Since the holiday season is a time of year that we like to think of ourselves as being renewed in spirit as well as in body, and our generosity reaches its yearly peak, I should like to mention a book that I think you'd find extremely rewarding to read -- in fact, I should like to make you aware of a small part of the literature that is available on the same subject -- autism. The book that I'd like to bring to your attention is a novel by British writer Mark Haddon, called The Curious Incident of the Dog in the Night-Time, a marvelous book that gives us a detailed look at the inner workings and the inner logic of a 15-year-old boy who is autistic. Exploring the inner logic of this child is particularly to the point, because we are led to see that the chain of cause and effect that the teenager follows may be different from ours, but its logic is as inexorable as our own personal logic. The desire to communicate and not to communicate on the part of the teenager may seem stranger to us than our own parameters about communicating and not communicating, and yet they are clearly identical (if you remember the movie "The Rainman", Dustin Hoffman gives a very compelling performance of a person with autism -- the book simply is able to explain more of the inner workings of the teenager's mind). The teenager in the book is also, like Hoffman's character in the movie, what at one time was called an "idiot savant" -- the word "idiot" is the Greek word that means "belonging to one's self"; "savant" is a French word that could be translated as "a wise man"; the effect is together is that although one may have a serious communications/ perceptual/cognitive problems and yet be exceedingly brilliant in one or more areas. The teenager is a mathematical genius, and is planning to go to university to study. The book devolves around finding the person who killed the neighbors dog -- discovery of the dog's corpse begins the book. In the course of his sleuthing the teenager and makes many discoveries, including, finally, the dog's killer. But is the mechanics of the teenager's mind that are the real focus of the book, and they are what makes the reading of the book so worth the while. Temple Grandin, Ph.D., is a woman whom you ought to meet. She is a gifted animal scientist and she is autistic. She has a raft of books to her credit including: Emergence: Labeled Autistic, Livestock Handling and Transport, and Thinking in Pictures: and Other Reports from My Life with Autism. She painstakingly describes how she has made her way through life, giving us a very complete picture of how a person with autism functions. In a world that presently is filled with educational diagnoses that some people construe as excuses for laziness, it is good to have information both indirectly in the novel and directly through Temple Grandin's books. In this case, knowledge gives us hope to understand people with educational diagnoses, and to enfold them into our general population as a yeast that bubbles and percolates and raises the body politic to new heights. Briefly Noted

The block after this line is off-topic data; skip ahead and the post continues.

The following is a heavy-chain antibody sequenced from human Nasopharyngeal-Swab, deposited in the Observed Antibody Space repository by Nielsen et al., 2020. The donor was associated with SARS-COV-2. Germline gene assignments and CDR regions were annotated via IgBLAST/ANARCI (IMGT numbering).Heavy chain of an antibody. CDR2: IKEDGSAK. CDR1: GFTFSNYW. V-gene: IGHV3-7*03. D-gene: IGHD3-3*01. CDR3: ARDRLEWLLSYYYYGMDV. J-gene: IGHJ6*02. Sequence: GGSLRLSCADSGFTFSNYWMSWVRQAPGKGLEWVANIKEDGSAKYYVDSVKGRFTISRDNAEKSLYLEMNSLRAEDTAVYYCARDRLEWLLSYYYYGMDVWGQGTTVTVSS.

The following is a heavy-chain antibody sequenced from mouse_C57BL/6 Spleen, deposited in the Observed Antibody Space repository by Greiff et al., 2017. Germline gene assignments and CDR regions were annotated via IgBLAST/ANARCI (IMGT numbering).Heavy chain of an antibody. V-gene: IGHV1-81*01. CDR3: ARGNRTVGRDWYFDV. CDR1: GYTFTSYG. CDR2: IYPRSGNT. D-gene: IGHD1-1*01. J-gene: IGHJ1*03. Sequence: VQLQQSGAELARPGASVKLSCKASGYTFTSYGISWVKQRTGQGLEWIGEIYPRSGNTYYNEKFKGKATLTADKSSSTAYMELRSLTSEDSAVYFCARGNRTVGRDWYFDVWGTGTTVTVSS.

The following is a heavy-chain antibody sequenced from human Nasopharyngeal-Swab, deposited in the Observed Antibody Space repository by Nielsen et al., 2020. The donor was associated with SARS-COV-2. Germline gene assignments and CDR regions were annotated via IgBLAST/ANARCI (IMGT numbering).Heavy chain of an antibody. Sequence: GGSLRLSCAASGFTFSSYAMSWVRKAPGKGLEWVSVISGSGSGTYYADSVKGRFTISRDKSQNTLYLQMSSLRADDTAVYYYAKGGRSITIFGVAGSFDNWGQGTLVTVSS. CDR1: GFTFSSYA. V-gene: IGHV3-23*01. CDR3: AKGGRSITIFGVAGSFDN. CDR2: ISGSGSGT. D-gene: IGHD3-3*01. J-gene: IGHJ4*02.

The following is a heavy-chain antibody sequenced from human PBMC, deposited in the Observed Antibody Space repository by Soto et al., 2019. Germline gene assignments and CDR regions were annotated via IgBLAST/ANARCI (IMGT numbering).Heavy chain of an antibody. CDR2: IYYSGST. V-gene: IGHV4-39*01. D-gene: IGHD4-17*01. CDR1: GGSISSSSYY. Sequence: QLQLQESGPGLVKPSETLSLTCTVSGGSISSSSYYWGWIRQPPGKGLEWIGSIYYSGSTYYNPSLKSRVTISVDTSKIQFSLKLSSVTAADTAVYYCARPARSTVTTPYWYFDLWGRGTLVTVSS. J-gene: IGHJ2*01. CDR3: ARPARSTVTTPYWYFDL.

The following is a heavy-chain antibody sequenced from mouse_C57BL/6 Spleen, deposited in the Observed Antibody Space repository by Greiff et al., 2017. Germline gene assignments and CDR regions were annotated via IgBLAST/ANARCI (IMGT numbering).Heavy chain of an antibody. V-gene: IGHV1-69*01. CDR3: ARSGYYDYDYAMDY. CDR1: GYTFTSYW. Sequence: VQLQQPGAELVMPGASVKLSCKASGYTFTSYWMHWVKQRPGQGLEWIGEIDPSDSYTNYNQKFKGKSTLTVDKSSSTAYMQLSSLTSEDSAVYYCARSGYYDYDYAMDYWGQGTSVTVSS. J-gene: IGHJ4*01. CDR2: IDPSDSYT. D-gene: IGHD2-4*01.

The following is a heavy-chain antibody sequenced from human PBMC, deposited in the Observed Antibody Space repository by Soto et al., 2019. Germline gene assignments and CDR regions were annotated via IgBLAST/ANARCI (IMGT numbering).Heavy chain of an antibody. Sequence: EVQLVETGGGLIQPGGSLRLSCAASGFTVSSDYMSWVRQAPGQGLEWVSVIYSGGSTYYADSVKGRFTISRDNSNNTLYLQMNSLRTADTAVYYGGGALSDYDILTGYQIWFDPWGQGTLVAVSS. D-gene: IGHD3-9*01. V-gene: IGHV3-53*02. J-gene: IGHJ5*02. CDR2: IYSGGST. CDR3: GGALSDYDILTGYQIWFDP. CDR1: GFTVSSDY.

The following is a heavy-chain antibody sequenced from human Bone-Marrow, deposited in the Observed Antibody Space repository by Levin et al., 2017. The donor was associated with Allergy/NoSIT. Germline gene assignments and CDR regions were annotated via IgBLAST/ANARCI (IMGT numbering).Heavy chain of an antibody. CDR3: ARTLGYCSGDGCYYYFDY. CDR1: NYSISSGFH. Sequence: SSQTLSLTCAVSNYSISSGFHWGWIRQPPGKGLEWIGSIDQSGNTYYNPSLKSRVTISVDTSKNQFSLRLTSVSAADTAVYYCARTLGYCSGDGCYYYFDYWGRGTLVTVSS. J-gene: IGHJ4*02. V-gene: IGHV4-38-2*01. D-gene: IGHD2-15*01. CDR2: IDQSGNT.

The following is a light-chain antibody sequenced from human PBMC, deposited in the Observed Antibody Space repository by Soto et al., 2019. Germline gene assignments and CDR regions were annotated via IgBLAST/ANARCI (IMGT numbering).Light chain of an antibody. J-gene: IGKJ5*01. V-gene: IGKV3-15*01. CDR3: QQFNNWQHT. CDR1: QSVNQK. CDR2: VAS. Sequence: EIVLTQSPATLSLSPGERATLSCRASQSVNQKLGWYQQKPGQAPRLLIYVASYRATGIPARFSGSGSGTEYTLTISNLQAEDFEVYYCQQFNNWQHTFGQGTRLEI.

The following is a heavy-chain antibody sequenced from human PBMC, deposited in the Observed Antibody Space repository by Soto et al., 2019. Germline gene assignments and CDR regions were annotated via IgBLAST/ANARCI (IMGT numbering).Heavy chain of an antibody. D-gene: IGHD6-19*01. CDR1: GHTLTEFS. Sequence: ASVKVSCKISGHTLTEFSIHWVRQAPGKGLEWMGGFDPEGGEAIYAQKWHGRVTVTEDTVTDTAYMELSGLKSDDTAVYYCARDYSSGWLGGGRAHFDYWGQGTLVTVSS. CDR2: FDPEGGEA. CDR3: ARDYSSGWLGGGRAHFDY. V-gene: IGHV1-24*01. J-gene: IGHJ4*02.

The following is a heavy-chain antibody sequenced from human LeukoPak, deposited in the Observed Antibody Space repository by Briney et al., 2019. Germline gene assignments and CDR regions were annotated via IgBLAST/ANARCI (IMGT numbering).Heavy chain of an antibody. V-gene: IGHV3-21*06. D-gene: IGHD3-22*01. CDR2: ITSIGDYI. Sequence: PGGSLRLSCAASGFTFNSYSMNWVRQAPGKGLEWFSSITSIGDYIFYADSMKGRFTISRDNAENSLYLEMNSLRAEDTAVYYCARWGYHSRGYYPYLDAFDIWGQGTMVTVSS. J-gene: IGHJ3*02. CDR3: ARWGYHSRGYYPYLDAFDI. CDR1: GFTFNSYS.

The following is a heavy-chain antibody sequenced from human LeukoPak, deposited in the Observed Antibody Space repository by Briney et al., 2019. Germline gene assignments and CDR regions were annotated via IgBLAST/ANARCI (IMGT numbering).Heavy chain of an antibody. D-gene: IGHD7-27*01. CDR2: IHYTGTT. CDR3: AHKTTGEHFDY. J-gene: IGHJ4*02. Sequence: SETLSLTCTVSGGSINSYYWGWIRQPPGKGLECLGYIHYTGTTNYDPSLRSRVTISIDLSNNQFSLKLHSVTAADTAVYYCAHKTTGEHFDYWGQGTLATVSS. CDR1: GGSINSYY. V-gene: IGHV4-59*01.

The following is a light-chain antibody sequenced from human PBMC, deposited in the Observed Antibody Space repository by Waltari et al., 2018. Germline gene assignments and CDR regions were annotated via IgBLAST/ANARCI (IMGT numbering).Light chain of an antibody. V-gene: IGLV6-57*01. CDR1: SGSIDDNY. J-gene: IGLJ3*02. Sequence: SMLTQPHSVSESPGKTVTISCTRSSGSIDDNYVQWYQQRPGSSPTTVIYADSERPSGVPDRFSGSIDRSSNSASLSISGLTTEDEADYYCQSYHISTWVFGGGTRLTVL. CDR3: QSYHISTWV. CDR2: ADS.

Don't forget FirstNight-Burlington is nearly upon us with all of it's a wonderful family-centered entertainment in the early part of the day and evening, with fireworks at 7 p.m. for families with small children and again at midnight. It's a brilliantly organized extravaganza presented for all of us in a modest price -- and it's drug- and alcohol- free.